When I look back at my first nonfaculty job search, I can identify some mistakes I made because I lacked the right knowledge. I read What Color Is Your Parachute, met with a career counselor and attended networking events. But my résumé was still too academic, I used the same one for all my applications, I was so desperate for a job that I applied for positions for which I was very unqualified and I thought the strangers I met networking would help me land a job -- all rookie mistakes.
Because the search was so disastrous, I retreated back to adjunct life for a while before trying again. In other words, I gave up. I don’t recommend that strategy. The first time I tried changing both industry and functional area. The second time I tried an easier transition: same industry, different functional area. I was also prepared for it to take longer than I expected. I avoided the mistakes I made the first time and launched a successful search. It took me six months to land the position, but I had a much better outlook.
Lesson Three: Redefine Yourself
During my first search, I remember employers dismissing me because I had a Ph.D. They didn’t know what to make of it, and I had a tough time explaining the transferable skills I had in a way that resonated with them. I had to learn how to reframe the Ph.D. process in a way that communicates the value added to employers. And I had to determine which skills would be valuable to which employers. In conversations with the Ph.D.s I work with, I often find they have a hard time articulating the skills they developed, and even when they do, they tend to undervalue those skills.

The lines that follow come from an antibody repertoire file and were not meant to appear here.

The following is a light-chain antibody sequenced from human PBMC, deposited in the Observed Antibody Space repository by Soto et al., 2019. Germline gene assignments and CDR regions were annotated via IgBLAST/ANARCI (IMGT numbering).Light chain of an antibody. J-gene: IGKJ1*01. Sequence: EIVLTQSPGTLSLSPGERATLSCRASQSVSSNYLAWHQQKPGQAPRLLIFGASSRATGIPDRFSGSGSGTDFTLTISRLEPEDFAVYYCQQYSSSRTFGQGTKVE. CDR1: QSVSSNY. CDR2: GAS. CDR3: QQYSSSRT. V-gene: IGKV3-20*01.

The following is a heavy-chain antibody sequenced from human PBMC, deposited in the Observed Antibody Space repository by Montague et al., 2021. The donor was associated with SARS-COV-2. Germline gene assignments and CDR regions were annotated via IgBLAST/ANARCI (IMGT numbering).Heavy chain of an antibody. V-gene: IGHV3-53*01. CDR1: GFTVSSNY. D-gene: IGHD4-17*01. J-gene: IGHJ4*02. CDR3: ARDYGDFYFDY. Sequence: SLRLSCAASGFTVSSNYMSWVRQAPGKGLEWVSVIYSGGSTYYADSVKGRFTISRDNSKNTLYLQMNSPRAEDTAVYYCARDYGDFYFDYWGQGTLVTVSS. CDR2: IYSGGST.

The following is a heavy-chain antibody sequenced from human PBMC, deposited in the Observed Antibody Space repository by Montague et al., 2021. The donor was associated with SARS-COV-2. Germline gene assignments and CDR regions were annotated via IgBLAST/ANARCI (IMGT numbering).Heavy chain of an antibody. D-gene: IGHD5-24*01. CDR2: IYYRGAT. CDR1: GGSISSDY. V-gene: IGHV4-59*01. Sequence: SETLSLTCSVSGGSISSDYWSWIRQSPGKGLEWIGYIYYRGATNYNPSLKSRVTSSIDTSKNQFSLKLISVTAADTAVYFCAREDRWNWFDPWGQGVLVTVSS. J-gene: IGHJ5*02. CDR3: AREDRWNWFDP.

And the process is more complicated when the field you studied is not related to the one you want to enter. The skills you need to highlight will depend on the industry and positions for which you apply. If you are having a hard time parsing out your skills, talking to someone who has made the transition can be really helpful. And go to your career development office to get some expert advice from someone who has coached others through the process.